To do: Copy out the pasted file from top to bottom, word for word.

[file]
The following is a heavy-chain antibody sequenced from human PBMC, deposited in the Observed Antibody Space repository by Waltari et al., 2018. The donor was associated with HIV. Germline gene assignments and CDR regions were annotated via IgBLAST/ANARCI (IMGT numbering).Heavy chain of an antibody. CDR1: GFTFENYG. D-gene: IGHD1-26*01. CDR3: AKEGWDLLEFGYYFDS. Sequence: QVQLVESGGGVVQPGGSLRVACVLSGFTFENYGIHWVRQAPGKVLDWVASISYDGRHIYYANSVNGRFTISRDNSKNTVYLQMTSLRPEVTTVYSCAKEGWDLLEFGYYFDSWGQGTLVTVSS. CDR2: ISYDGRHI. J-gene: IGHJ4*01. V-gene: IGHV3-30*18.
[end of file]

The following is a heavy-chain antibody sequenced from human PBMC, deposited in the Observed Antibody Space repository by Waltari et al., 2018. The donor was associated with HIV. Germline gene assignments and CDR regions were annotated via IgBLAST/ANARCI (IMGT numbering).Heavy chain of an antibody. CDR1: GFTFENYG. D-gene: IGHD1-26*01. CDR3: AKEGWDLLEFGYYFDS. Sequence: QVQLVESGGGVVQPGGSLRVACVLSGFTFENYGIHWVRQAPGKVLDWVASISYDGRHIYYANSVNGRFTISRDNSKNTVYLQMTSLRPEVTTVYSCAKEGWDLLEFGYYFDSWGQGTLVTVSS. CDR2: ISYDGRHI. J-gene: IGHJ4*01. V-gene: IGHV3-30*18.